The only time when Hoover showed anything even resembling actual initiative, merely cost him more brownie points with the American people.  I am of course talking about the repulsive chain of event associated with the 1932 Bonus March and the appropriately named Bonus Army.

In the spring of 1932, approximately 15,000 to 17,000 World War I veterans, accompanied by their wives and children, congregated in Washington DC at the Capitol to lobby fpr a bill that would have given them their service bonuses which weren't due until 1945.  The Republican-controlled Senate, however, promptly ignored the Bonus March and the veterans, and defeated the bill.   Most of the veterans merely gave up and returned to their homes, but approximately two thousand with no form of employment took refuge near the capitol in deserted buildings and shanties/  Hoover was both embarrassed and frightened by the veterans, concerned that their mere presence might result in social unrest.  In the meantime the Congress passed a bill which would have allowed the veterans to borrow against their service bonuses.  (Even at this stage the GOP dominated senate saw borrowing as a viable option, even after the Crash in October of 1929!), but the veterans refused the offer and opted to stay right where they were.  In July the police were called in to remove the veterans but a skirmish resulted and Hoover finally lost patience.  Hoover called in the United States Army (under the command of General Douglas MacArthur).  No shots were fired, but the veterans were driven out with tanks and tear gas; their shanties were burned.  Later Hoover insisted that the Bonus Army had been infiltrated by Communists, that it was a "polyglot of tramps and hoodlums." [23]

"I'd say that both Bush and Hoover were genuine ingrates when it came to war Veterans."  According to Abe, Hoover's contempt for those who had served bravely during World War I was a mere prelude to the all too despicable manner in which the current Administration treats returning veterans from the invasion and occupation of Iraq.  "Hoover was operating under a misguided ideology of small government and a fear of socialism.  But Bush, who managed to avoid actual service in a war theater, seems to hate the vets that he sent to war in the first place.  Walter Reed, forcing physically and psychologically wounded soldiers to serve multiple tours of duty.  In this respect Bush has actually found a way to out Hoover Hoover."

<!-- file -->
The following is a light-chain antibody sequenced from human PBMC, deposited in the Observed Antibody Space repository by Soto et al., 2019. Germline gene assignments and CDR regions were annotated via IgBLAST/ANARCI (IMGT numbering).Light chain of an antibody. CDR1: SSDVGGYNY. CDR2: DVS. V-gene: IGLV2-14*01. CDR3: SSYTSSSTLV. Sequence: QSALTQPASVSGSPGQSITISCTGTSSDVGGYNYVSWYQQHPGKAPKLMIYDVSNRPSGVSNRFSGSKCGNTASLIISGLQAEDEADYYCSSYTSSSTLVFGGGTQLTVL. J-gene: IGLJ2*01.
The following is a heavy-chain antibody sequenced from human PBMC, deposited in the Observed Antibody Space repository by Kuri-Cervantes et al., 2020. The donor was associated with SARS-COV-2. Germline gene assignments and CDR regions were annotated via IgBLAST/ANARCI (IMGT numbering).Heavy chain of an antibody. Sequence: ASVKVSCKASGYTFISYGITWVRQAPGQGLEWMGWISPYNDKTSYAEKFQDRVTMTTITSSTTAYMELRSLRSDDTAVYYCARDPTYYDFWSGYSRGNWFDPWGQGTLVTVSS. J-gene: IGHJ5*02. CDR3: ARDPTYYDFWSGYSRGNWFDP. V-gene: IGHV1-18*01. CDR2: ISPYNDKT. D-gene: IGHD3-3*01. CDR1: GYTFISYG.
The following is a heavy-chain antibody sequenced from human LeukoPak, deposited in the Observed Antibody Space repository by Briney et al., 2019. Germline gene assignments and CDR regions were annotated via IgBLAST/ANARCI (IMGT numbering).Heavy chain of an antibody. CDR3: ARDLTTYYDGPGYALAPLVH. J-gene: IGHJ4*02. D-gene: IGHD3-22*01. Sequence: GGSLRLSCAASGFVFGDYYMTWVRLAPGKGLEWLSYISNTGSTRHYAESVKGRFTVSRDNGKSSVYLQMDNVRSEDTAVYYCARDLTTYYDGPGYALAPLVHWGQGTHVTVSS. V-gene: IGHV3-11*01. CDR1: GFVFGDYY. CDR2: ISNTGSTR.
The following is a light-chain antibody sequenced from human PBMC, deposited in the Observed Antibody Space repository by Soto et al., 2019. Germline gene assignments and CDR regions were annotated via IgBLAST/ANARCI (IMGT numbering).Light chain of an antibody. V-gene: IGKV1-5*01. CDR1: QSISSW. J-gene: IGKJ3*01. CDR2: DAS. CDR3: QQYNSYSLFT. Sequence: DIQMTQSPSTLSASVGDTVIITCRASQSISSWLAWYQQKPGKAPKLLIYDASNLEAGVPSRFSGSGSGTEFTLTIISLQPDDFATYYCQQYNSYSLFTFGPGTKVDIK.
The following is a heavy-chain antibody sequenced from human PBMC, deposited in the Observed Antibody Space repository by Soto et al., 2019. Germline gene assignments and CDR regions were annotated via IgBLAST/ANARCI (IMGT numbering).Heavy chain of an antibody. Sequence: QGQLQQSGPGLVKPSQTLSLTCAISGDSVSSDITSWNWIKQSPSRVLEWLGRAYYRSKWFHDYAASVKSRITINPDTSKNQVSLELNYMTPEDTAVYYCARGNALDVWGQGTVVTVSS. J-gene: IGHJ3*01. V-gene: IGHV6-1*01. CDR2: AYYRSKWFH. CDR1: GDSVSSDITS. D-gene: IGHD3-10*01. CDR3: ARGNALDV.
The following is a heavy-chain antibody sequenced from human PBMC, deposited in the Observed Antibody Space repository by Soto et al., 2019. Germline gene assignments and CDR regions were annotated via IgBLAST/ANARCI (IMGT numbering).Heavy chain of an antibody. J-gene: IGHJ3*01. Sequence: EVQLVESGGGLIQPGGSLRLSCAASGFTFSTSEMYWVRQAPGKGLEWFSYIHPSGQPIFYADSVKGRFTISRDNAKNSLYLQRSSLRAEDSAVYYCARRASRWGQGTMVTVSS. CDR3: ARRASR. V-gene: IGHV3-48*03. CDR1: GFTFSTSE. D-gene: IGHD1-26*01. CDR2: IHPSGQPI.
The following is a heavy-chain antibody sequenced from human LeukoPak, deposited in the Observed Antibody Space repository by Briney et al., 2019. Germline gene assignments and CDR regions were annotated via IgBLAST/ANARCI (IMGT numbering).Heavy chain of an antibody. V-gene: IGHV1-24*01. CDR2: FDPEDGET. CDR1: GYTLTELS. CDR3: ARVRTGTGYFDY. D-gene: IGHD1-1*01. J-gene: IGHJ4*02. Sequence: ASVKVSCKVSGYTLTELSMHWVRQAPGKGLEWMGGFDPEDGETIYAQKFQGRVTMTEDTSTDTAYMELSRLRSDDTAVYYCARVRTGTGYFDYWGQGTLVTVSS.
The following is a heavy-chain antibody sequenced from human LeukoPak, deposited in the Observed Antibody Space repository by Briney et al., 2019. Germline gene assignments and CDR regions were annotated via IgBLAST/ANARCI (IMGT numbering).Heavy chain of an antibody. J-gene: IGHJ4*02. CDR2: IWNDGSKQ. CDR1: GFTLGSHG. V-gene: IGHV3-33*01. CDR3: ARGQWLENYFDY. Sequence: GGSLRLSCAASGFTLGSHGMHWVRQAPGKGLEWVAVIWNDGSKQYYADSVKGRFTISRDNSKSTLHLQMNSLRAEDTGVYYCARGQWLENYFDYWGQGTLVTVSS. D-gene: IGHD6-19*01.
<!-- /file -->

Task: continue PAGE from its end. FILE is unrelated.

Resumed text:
In conclusion, my coauthors and I would like to follow the following observations.  In so many ways the Bush administration is little more than an exaggerated, if not hyperactive replay of the 1920s.  On the one hand the powers tat be talk about morality and decency, defining that morality in terms of bigotry against minorities and the gay/lesbian community and an almost obsessive desire to hoard money without any regard for concepts such as fair play and honesty.   They talk about freedom and liberty,  and they quote scripture, but they have no problem when it comes to persecuting gays, lesbians, and minorities and they certainly don't mind thumping the Bible when they use federal tax policy and program cuts to benefit the wealthy and persecute the poor. 

Like the Administrations of the 1920s we find ourselves in an administration which talks about morals and ethics but which ignores or even engages in criminal activity on a regular basis.  Indeed, in this regard, the Bush Administration  resembles the scandal ridden Harding administration, and like Harding, Bush is clearly unfit for the job; the only difference being that Harding, despite his hard drinking, gambling, and overall corruption, at least had the honest to admit that he was intellectually unfit for the job.  On the one hand we have a religious revival. And, as in the 1920s, we see a rash of scandals emanating  from the Administration itself.  The powers that be claim to love and adore Jesus, but we all know that if they were to be honest about their motives and intentions they would change the "In God We Trust" on our coins and currency to "In Gold We Trust."